Nicene and Post-Nicene Fathers: Series I/Volume I/Confessions/Book II/Chapter 4
Chapter IV.—He Commits Theft with His Companions, Not Urged on by Poverty, But from a Certain Distaste of Well-Doing.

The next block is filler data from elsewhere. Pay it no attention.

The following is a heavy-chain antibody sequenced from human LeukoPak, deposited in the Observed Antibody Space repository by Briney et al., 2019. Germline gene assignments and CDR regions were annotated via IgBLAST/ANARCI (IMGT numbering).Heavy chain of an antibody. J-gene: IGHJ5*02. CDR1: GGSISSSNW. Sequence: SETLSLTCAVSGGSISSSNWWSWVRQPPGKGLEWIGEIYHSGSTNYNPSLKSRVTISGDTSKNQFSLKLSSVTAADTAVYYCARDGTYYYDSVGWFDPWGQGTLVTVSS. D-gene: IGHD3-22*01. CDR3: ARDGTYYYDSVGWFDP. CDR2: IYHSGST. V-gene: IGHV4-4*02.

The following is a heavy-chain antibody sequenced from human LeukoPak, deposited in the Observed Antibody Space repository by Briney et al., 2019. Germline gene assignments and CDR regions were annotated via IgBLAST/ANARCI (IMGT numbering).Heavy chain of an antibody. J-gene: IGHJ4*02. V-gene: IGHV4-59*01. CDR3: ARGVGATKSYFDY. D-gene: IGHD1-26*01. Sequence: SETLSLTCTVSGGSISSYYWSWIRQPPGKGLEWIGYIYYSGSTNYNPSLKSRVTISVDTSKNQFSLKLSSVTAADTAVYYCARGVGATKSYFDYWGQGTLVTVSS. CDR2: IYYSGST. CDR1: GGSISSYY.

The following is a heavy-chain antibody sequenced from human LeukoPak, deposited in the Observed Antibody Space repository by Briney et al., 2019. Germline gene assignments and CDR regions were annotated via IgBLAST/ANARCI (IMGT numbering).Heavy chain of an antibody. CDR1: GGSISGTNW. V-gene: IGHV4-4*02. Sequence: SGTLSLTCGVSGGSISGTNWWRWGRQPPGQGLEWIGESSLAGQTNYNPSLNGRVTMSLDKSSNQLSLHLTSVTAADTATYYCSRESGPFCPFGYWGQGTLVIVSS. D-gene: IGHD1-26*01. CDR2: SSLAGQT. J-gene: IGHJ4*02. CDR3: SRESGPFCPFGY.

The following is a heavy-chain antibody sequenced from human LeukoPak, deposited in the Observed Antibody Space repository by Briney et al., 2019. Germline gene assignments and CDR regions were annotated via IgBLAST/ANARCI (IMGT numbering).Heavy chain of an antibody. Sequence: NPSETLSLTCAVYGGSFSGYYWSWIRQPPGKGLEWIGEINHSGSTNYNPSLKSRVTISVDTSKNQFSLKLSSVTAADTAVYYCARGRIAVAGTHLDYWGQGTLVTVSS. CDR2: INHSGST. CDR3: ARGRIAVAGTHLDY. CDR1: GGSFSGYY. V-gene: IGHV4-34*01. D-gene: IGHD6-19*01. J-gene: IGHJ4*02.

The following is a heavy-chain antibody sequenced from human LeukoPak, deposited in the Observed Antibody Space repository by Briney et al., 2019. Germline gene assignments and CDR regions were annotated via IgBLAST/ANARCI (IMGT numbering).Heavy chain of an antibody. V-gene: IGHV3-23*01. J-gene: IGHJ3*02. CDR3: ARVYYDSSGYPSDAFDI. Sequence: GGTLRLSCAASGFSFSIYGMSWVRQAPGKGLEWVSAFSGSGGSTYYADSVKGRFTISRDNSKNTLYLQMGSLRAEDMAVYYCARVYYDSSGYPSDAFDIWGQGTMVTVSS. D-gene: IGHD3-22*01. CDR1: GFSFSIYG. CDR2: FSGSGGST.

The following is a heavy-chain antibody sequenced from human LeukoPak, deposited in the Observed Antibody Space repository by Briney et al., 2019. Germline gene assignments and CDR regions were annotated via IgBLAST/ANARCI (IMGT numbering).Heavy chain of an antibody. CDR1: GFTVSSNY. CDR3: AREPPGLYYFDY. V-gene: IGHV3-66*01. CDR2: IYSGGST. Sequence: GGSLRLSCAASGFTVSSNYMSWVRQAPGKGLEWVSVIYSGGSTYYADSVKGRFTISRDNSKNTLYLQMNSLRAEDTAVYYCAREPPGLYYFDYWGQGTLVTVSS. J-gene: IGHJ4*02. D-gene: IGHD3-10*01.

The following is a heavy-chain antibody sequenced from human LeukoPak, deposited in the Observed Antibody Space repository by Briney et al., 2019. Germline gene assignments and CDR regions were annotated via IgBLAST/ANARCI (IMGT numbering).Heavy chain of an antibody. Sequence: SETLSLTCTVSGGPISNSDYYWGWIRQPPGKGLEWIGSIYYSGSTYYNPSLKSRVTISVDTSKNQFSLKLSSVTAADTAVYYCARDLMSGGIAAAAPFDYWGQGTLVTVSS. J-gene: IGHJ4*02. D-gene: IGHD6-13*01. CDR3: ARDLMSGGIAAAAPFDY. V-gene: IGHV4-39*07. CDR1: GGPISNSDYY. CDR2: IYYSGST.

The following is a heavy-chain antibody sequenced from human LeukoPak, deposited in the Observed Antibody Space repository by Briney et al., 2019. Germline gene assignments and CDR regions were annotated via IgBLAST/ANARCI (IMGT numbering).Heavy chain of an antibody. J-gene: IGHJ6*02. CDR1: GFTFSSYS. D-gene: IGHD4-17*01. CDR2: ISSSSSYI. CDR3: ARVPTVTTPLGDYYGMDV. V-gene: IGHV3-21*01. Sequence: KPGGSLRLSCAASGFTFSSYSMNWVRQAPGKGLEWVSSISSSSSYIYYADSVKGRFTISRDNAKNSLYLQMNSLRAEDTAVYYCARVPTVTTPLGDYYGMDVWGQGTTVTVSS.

9. Theft is punished by Thy law, O Lord, and by the law written in men’s hearts, which iniquity itself cannot blot out. For what thief will suffer a thief? Even a rich thief will not suffer him who is driven to it by want. Yet had I a desire to commit robbery, and did so, compelled neither by hunger, nor poverty through a distaste for well-doing, and a lustiness of iniquity. For I pilfered that of which I had already sufficient, and much better. Nor did I desire to enjoy what I pilfered, but the theft and sin itself. There was a pear-tree close to our vineyard, heavily laden with fruit, which was tempting neither for its colour nor its flavour. To shake and rob this some of us wanton young fellows went, late one night (having, according to our disgraceful habit, prolonged our games in the streets until then), and carried away great loads, not to eat ourselves, but to fling to the very swine, having only eaten some of them; and to do this pleased us all the more because it was not permitted. Behold my heart, O my God; behold my heart, which Thou hadst pity upon when in the bottomless pit. Behold, now, let my heart tell Thee what it was seeking there, that I should be gratuitously wanton, having no inducement to evil but the evil itself. It was foul, and I loved it. I loved to perish. I loved my own error—not that for which I erred, but the error itself. Base soul, falling from Thy firmament to utter destruction—not seeking aught through the shame but the shame itself!